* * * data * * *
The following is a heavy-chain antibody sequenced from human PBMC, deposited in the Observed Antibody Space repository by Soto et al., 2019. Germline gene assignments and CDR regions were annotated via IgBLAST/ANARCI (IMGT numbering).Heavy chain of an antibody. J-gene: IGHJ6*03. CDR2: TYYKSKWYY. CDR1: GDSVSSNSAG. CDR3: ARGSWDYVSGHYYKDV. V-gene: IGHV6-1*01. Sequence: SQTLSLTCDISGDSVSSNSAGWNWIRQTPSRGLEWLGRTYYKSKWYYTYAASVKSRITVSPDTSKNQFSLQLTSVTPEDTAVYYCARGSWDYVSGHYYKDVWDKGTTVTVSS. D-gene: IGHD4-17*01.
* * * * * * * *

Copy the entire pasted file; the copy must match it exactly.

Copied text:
The following is a heavy-chain antibody sequenced from human PBMC, deposited in the Observed Antibody Space repository by Soto et al., 2019. Germline gene assignments and CDR regions were annotated via IgBLAST/ANARCI (IMGT numbering).Heavy chain of an antibody. J-gene: IGHJ6*03. CDR2: TYYKSKWYY. CDR1: GDSVSSNSAG. CDR3: ARGSWDYVSGHYYKDV. V-gene: IGHV6-1*01. Sequence: SQTLSLTCDISGDSVSSNSAGWNWIRQTPSRGLEWLGRTYYKSKWYYTYAASVKSRITVSPDTSKNQFSLQLTSVTPEDTAVYYCARGSWDYVSGHYYKDVWDKGTTVTVSS. D-gene: IGHD4-17*01.